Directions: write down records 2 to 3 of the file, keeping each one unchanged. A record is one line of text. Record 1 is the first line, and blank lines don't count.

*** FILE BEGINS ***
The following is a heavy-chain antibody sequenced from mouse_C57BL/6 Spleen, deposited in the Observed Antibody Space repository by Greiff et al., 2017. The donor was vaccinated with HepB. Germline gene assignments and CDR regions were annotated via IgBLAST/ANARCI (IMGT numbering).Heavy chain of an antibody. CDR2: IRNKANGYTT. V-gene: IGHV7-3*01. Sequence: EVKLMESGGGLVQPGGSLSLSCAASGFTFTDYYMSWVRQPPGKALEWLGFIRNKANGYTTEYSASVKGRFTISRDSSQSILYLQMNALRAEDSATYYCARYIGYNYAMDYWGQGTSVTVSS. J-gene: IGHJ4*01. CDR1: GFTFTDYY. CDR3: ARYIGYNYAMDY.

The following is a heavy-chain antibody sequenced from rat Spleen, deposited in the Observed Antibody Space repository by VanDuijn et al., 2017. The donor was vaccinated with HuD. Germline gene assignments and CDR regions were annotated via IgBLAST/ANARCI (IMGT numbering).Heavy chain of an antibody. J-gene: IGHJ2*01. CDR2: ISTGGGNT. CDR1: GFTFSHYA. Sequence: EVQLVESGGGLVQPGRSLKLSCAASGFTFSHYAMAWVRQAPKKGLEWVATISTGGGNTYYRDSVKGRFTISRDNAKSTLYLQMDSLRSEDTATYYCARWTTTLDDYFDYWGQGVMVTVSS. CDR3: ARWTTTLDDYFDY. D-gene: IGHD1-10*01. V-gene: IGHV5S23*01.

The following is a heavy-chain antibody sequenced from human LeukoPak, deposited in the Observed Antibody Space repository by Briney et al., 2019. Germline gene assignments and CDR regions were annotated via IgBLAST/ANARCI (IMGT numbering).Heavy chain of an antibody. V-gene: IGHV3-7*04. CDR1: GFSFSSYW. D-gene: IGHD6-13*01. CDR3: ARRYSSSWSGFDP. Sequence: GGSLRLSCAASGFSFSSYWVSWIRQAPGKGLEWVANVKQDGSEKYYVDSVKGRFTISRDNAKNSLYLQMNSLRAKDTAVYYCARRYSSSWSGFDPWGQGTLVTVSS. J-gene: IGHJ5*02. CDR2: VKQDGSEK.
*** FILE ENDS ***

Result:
The following is a heavy-chain antibody sequenced from rat Spleen, deposited in the Observed Antibody Space repository by VanDuijn et al., 2017. The donor was vaccinated with HuD. Germline gene assignments and CDR regions were annotated via IgBLAST/ANARCI (IMGT numbering).Heavy chain of an antibody. J-gene: IGHJ2*01. CDR2: ISTGGGNT. CDR1: GFTFSHYA. Sequence: EVQLVESGGGLVQPGRSLKLSCAASGFTFSHYAMAWVRQAPKKGLEWVATISTGGGNTYYRDSVKGRFTISRDNAKSTLYLQMDSLRSEDTATYYCARWTTTLDDYFDYWGQGVMVTVSS. CDR3: ARWTTTLDDYFDY. D-gene: IGHD1-10*01. V-gene: IGHV5S23*01.

The following is a heavy-chain antibody sequenced from human LeukoPak, deposited in the Observed Antibody Space repository by Briney et al., 2019. Germline gene assignments and CDR regions were annotated via IgBLAST/ANARCI (IMGT numbering).Heavy chain of an antibody. V-gene: IGHV3-7*04. CDR1: GFSFSSYW. D-gene: IGHD6-13*01. CDR3: ARRYSSSWSGFDP. Sequence: GGSLRLSCAASGFSFSSYWVSWIRQAPGKGLEWVANVKQDGSEKYYVDSVKGRFTISRDNAKNSLYLQMNSLRAKDTAVYYCARRYSSSWSGFDPWGQGTLVTVSS. J-gene: IGHJ5*02. CDR2: VKQDGSEK.